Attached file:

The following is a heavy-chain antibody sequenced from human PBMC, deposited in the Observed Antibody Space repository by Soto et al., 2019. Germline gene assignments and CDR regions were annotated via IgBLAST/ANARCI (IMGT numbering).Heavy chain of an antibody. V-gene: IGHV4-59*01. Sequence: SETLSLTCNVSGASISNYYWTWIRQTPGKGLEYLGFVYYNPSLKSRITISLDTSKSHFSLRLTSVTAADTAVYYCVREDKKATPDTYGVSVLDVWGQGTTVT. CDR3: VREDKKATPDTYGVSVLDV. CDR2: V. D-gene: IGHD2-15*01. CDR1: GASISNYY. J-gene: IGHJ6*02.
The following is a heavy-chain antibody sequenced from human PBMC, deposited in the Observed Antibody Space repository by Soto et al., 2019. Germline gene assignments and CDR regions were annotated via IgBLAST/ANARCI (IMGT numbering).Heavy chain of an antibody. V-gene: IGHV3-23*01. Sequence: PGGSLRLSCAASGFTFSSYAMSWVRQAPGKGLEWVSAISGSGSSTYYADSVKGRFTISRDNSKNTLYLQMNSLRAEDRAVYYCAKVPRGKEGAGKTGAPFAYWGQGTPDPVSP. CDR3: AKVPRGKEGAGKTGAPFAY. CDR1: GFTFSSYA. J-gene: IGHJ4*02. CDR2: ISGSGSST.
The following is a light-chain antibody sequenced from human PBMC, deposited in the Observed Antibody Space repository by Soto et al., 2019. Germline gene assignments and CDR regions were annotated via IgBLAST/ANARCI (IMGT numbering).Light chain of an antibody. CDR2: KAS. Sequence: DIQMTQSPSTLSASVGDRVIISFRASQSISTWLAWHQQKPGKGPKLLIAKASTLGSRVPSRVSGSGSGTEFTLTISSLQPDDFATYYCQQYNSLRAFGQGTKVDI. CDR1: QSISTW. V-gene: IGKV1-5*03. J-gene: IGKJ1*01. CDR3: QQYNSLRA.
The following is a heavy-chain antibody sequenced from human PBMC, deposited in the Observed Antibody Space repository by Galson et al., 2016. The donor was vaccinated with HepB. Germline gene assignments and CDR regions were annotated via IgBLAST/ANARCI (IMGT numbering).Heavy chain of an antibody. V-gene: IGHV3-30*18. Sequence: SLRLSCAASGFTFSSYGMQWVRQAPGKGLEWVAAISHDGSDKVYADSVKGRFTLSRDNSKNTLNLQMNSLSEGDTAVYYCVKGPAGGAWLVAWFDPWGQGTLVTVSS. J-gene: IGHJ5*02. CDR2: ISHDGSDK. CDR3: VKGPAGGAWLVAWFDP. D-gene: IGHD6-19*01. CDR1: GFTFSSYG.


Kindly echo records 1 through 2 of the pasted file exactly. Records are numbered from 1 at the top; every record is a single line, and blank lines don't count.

The following is a heavy-chain antibody sequenced from human PBMC, deposited in the Observed Antibody Space repository by Soto et al., 2019. Germline gene assignments and CDR regions were annotated via IgBLAST/ANARCI (IMGT numbering).Heavy chain of an antibody. V-gene: IGHV4-59*01. Sequence: SETLSLTCNVSGASISNYYWTWIRQTPGKGLEYLGFVYYNPSLKSRITISLDTSKSHFSLRLTSVTAADTAVYYCVREDKKATPDTYGVSVLDVWGQGTTVT. CDR3: VREDKKATPDTYGVSVLDV. CDR2: V. D-gene: IGHD2-15*01. CDR1: GASISNYY. J-gene: IGHJ6*02.
The following is a heavy-chain antibody sequenced from human PBMC, deposited in the Observed Antibody Space repository by Soto et al., 2019. Germline gene assignments and CDR regions were annotated via IgBLAST/ANARCI (IMGT numbering).Heavy chain of an antibody. V-gene: IGHV3-23*01. Sequence: PGGSLRLSCAASGFTFSSYAMSWVRQAPGKGLEWVSAISGSGSSTYYADSVKGRFTISRDNSKNTLYLQMNSLRAEDRAVYYCAKVPRGKEGAGKTGAPFAYWGQGTPDPVSP. CDR3: AKVPRGKEGAGKTGAPFAY. CDR1: GFTFSSYA. J-gene: IGHJ4*02. CDR2: ISGSGSST.